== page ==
February 13, 2008 / 2:22 AM / in 10 years

"Stolen" Aborigines weep for lost families

SYDNEY (Reuters) - Aborigine Lola Edwards wept on Wednesday when she heard Australia’s prime minister say sorry for the country’s past assimilation policies, under which black children were forcibly taken from their parents.

Edwards, 61, still remembers the taste of blackberries in her mouth the day she was “stolen” at the age of four from her mother’s arms by a welfare officer.

“To this day, I have this, this feeling about the taste of blackberries. I was holding on to mum’s dress, she took me blackberry picking, and the welfare officer said that we were going to a circus,” Edwards told Reuters.

Tens of thousands of aboriginal children were forcibly taken from their parents under a government policy of assimilation from the 1880s to the 1960s. Those children are called the “Stolen Generations” or “People of the Bleaching”.

Edwards only discovered she was aboriginal decades later, when she received a telephone call from the sister she never knew she had, and was finally reunited with her mother in 1980.

“All I think about is my dear old mum and dad who had us taken out of their arms. I have every reason to be bitter and twisted, but I am not. This is the history of Australia, this is the real history of Australia and this is what happened to me as one of the Stolen Generations,” said Edwards.

“For all the Stolen Generations here today and those who never made it, today is a very special day,” she said.

New Labor Prime Minister Kevin Rudd said the national apology to Aborigines would “remove a great stain from the nation’s soul”.

“We apologize for the laws and policies of successive parliaments and governments that have inflicted profound grief, suffering and loss on these our fellow Australians,” he told parliament.

His speech moved many Aborigines to tears and prompted cheers from huge crowds gathered in cities across the nation.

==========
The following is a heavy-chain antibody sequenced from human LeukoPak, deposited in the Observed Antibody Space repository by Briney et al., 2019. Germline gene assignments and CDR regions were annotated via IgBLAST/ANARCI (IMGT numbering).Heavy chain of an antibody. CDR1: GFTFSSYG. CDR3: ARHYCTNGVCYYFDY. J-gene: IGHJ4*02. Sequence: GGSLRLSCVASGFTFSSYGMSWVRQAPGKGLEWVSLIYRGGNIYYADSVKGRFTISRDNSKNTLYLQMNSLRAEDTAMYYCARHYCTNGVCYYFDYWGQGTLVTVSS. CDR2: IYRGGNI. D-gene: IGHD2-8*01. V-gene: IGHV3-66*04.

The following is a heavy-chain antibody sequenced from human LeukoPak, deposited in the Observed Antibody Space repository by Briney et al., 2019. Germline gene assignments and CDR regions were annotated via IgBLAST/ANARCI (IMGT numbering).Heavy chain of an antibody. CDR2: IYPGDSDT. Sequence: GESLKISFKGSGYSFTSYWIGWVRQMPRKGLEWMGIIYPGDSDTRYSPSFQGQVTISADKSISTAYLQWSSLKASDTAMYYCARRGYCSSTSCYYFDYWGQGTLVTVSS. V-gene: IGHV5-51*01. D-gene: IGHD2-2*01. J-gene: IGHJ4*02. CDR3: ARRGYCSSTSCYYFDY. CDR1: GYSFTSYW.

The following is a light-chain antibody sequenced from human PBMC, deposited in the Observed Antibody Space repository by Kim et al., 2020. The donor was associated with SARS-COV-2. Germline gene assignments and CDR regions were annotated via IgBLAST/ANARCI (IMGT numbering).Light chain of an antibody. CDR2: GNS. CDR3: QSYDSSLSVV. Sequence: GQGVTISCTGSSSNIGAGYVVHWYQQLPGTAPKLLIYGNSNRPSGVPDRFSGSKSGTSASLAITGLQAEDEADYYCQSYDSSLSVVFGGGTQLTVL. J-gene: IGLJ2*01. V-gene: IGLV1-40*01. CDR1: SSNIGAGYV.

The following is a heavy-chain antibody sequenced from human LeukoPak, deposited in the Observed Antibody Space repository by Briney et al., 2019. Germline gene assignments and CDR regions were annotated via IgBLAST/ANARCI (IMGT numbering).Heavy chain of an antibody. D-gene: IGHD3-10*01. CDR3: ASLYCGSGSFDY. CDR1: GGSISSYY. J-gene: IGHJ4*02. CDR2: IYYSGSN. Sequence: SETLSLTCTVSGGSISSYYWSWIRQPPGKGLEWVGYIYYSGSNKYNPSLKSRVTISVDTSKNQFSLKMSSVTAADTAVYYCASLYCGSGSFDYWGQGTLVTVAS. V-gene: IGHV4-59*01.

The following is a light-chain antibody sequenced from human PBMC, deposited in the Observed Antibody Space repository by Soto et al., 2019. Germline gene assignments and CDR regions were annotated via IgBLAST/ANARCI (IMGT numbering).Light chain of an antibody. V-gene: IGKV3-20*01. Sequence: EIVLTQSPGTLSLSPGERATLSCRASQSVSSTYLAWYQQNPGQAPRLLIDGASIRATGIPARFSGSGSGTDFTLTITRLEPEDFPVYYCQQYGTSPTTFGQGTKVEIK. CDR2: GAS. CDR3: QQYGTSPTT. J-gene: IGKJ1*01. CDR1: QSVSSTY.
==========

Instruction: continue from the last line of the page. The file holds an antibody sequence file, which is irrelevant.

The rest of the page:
A LONG WAIT

But it took an Australian government 11 years make a formal apology after an Australian Human Rights Commission report in 1997 said the country’s assimilation policy “was attempted genocide”.

The report called for a formal apology by all Australian parliaments, national and state, as well as churches, police and welfare groups, and for compensation.

“It was believed that the aboriginal people would die out,” said the author, the late Sir Ronald Wilson, in his report.

The report titled “Bringing them Home” chronicled a litany of physical and sexual abuse of aboriginal children, many of whom were raised on outback government and church missions.

Interviews with elderly Aborigines tell of babies being snatched from their mother’s breast by police on horseback and others being driven off, thinking they are going to a circus.

Black-and-white archival film released with the report shows rows of aboriginal children with empty faces, dressed in striped uniforms reminiscent of Nazi concentration camps, and others bent over sweeping the dirt with their bare hands.

Some aboriginal girls were put in white dresses and lined up to be inspected like virtual slaves by white foster parents looking for a healthy, strong child for domestic work.

Aboriginal boys were sent to outback cattle farms to work as free labor. Some boys were stripped naked and tied to a post in a yard and flogged for misdemeanors, said the report.

Aboriginal children were told to drink milk by some foster parents, so that they would eventually have whiter skin.

Edwards, who spent 11 years in a girls’ training home in a small country town, said the Stolen Generations children were forced to forget their aboriginal past.

She recalls an aboriginal girl, whom she thought was mad, hiding under her blanket each night, desperately trying to remember her aboriginal language.

“She said: ‘I was trying to remember my language under the blankets, and I just went all cold because I was being raised to think white and act white and keep myself clean, scrub my skin. Take the black of your skin’,” said Edwards.

Today, thousands of adult Aborigines face a life of family breakdowns, drug and alcohol abuse, violence and mental anguish directly linked to the assimilation policy, said the report.

Additional reporting by Baris Atayman; Editing by David Fogarty

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